Thursday, August 27, 2009

Watashi wa eigo no kyoushi desu!

I finally began teaching this week! This was a relief--even though before I had no classes, I was still expected to be at school every day, and it was a struggle to keep busy, to say the least. I also felt pretty awkward and useless, stationed cluelessly at my desk while all the other teachers rushed around. So I feel more a part of the school now, although I'm certainly not treated like an ordinary teacher. The students make me feel like a rock star! Now I know what it's like to be a certain male professor at Sarah Lawrence College, only this attention is for like, being blonde as opposed to offering piercing literary insight into the human condition. I'll take what I can get.

So for this first week, I had to give a self-introduction lesson to all the first-year high school students (the equivalent of American tenth-graders.) By Friday, I'll have done more or less the same lesson nine times. (Remember Ferris Bueller? "Nine times?" "Nine times.") The benefit is that it allows me to get a strong sense of what works and what doesn't, but it also means the first class' students are guinea pigs and the last are TOTALLY LUCKY because by then my lesson is PERFECTION.

I structured the lesson as a Q&A session, putting the students in groups and having them come up with questions to ask me. Please enjoy a sampling of their work:
  • How many dates do you go on in a week?
  • How long is your skirt? (I really didn't understand this one, since the length of my skirt was visible to everyone.)
  • Do you love me?
  • Who is the most handsome in the class?
  • Has anyone told you that you look like Hermione from Harry Potter? (I have been asked this, seriously, in EVERY class. I have no idea.)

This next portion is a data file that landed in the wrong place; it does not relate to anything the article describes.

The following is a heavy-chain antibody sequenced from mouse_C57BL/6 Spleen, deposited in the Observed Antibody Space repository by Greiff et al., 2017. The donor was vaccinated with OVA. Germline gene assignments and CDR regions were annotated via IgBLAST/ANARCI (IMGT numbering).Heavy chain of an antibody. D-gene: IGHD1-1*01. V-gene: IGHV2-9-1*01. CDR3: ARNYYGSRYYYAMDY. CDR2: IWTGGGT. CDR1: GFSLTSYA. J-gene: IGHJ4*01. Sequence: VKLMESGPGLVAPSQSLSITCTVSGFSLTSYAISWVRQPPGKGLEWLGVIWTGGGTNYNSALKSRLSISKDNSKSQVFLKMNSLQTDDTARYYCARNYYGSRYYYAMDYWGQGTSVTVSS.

• Is your hair natural?

So, pretty adorable so far. The cutest thing, though, happened outside of class. In Japan, high school students have a brief period every day in which they are expected to clean the school. (Imagine a school proposing this in America: can't you just hear the outraged screams of the parents already?) Today, three girls approached me and asked if I knew where the Language Lab is. I do, but I let them lead me there because they clearly wanted me to go with them. I followed them into the room to see no less than thirty third-year girls excitedly waiting for me. I made small talk with them for a bit until one girl with excellent English, who was clearly the planner of this event, asked me if I would come every day.

"Sure," I said.

"Tomodatchi!!!!" she cried, (it means friends) and everyone started clapping.

Oh man.

Though the difficulty of getting through each day through a combination of the slowest spoken English possible, excessive smiling, frantic flipping through Japanese dictionaries, and mime has been challenging to the point of making my eyes twitch involuntarily (yes, really), if moments this hilarious keep happening, I'm going to love teaching in Japan.

Oh, and I've trained more or less the entire school to yell "Peace out!" at me whenever I leave a classroom.


  1. The "peace out" thing is hilarious. So now you have to learn to say "peace out" in Japanese.

  2. In Japan, at least, it sounds like blondes really do have more fun!

  3. It sounds great, although frustrating at times I'm sure. Enjoy every moment.

  4. Love it. Glad to hear you're shaping the minds of Japan's future.

    Peace out indeed!

  5. Oh man, Jonathan must be loving this.

  6. Chris, the girl students blow kisses at Jonathan wherever he goes.

  7. Nope, Jonathan is in a different school, but we both teach first-year high school students.

  8. And this is how we will finally conquer Japan.

  9. Dude you guys totally improved on my self-intro! That sounds fun as hell.

  10. Mike, I totally might have stolen my idea from your blog. Just saying, it's possible.